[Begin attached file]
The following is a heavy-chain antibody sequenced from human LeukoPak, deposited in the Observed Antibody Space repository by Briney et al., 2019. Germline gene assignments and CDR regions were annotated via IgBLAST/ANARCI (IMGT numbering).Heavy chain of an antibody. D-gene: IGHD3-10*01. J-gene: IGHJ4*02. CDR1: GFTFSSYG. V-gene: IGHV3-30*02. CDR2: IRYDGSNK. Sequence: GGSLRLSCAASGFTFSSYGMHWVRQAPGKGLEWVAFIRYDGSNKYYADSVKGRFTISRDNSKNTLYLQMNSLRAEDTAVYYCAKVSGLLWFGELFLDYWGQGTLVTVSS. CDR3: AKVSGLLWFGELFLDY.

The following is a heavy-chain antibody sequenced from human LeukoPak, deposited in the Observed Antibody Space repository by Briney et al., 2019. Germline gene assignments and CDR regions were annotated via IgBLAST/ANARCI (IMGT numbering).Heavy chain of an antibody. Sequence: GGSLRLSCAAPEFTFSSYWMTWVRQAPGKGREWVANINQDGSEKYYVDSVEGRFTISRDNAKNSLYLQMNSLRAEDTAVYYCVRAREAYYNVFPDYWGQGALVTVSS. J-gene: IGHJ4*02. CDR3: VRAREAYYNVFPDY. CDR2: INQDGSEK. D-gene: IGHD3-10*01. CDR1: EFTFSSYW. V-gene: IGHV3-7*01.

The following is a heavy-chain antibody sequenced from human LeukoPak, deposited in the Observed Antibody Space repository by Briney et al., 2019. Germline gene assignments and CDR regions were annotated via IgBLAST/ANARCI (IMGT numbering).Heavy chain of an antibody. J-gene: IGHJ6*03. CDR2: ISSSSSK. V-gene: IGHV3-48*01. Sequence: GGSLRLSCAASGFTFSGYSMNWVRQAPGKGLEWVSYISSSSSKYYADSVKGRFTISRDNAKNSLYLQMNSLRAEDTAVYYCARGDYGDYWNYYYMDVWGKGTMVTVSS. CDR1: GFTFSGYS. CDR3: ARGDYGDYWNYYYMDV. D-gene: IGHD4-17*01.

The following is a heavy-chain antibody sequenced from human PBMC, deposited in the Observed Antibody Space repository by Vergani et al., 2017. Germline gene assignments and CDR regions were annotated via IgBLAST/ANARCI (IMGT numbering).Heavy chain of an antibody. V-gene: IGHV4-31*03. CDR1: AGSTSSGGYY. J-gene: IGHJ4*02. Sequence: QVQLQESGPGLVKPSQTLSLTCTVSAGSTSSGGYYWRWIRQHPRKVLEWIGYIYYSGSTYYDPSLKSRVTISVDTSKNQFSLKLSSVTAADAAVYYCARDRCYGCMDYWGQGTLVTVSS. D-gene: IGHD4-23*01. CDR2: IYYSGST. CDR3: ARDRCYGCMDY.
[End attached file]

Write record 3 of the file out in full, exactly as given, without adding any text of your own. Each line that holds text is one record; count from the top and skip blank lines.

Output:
The following is a heavy-chain antibody sequenced from human LeukoPak, deposited in the Observed Antibody Space repository by Briney et al., 2019. Germline gene assignments and CDR regions were annotated via IgBLAST/ANARCI (IMGT numbering).Heavy chain of an antibody. J-gene: IGHJ6*03. CDR2: ISSSSSK. V-gene: IGHV3-48*01. Sequence: GGSLRLSCAASGFTFSGYSMNWVRQAPGKGLEWVSYISSSSSKYYADSVKGRFTISRDNAKNSLYLQMNSLRAEDTAVYYCARGDYGDYWNYYYMDVWGKGTMVTVSS. CDR1: GFTFSGYS. CDR3: ARGDYGDYWNYYYMDV. D-gene: IGHD4-17*01.